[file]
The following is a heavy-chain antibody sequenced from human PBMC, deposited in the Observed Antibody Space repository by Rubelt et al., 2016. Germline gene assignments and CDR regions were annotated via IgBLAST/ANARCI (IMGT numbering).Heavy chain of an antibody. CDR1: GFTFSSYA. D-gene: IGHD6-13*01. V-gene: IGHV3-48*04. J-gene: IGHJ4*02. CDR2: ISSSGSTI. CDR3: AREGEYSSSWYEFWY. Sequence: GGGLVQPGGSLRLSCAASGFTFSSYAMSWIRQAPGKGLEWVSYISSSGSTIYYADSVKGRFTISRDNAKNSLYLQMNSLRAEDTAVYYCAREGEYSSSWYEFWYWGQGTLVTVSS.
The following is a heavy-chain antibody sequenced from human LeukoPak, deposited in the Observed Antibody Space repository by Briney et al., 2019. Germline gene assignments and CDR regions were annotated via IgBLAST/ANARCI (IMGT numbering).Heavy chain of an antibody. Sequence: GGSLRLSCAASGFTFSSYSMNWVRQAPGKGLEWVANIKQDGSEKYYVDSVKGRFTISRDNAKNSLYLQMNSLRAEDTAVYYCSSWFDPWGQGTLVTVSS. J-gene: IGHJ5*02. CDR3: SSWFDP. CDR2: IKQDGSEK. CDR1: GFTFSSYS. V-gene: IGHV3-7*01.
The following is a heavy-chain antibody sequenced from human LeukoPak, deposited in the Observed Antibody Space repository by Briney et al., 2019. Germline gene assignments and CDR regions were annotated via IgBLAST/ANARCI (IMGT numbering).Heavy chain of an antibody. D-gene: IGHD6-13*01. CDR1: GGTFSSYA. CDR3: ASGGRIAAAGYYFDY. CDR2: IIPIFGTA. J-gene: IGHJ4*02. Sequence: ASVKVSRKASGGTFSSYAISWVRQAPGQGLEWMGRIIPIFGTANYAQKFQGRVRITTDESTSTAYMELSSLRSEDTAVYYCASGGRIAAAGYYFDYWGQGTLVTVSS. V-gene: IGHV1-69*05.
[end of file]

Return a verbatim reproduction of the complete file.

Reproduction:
The following is a heavy-chain antibody sequenced from human PBMC, deposited in the Observed Antibody Space repository by Rubelt et al., 2016. Germline gene assignments and CDR regions were annotated via IgBLAST/ANARCI (IMGT numbering).Heavy chain of an antibody. CDR1: GFTFSSYA. D-gene: IGHD6-13*01. V-gene: IGHV3-48*04. J-gene: IGHJ4*02. CDR2: ISSSGSTI. CDR3: AREGEYSSSWYEFWY. Sequence: GGGLVQPGGSLRLSCAASGFTFSSYAMSWIRQAPGKGLEWVSYISSSGSTIYYADSVKGRFTISRDNAKNSLYLQMNSLRAEDTAVYYCAREGEYSSSWYEFWYWGQGTLVTVSS.
The following is a heavy-chain antibody sequenced from human LeukoPak, deposited in the Observed Antibody Space repository by Briney et al., 2019. Germline gene assignments and CDR regions were annotated via IgBLAST/ANARCI (IMGT numbering).Heavy chain of an antibody. Sequence: GGSLRLSCAASGFTFSSYSMNWVRQAPGKGLEWVANIKQDGSEKYYVDSVKGRFTISRDNAKNSLYLQMNSLRAEDTAVYYCSSWFDPWGQGTLVTVSS. J-gene: IGHJ5*02. CDR3: SSWFDP. CDR2: IKQDGSEK. CDR1: GFTFSSYS. V-gene: IGHV3-7*01.
The following is a heavy-chain antibody sequenced from human LeukoPak, deposited in the Observed Antibody Space repository by Briney et al., 2019. Germline gene assignments and CDR regions were annotated via IgBLAST/ANARCI (IMGT numbering).Heavy chain of an antibody. D-gene: IGHD6-13*01. CDR1: GGTFSSYA. CDR3: ASGGRIAAAGYYFDY. CDR2: IIPIFGTA. J-gene: IGHJ4*02. Sequence: ASVKVSRKASGGTFSSYAISWVRQAPGQGLEWMGRIIPIFGTANYAQKFQGRVRITTDESTSTAYMELSSLRSEDTAVYYCASGGRIAAAGYYFDYWGQGTLVTVSS. V-gene: IGHV1-69*05.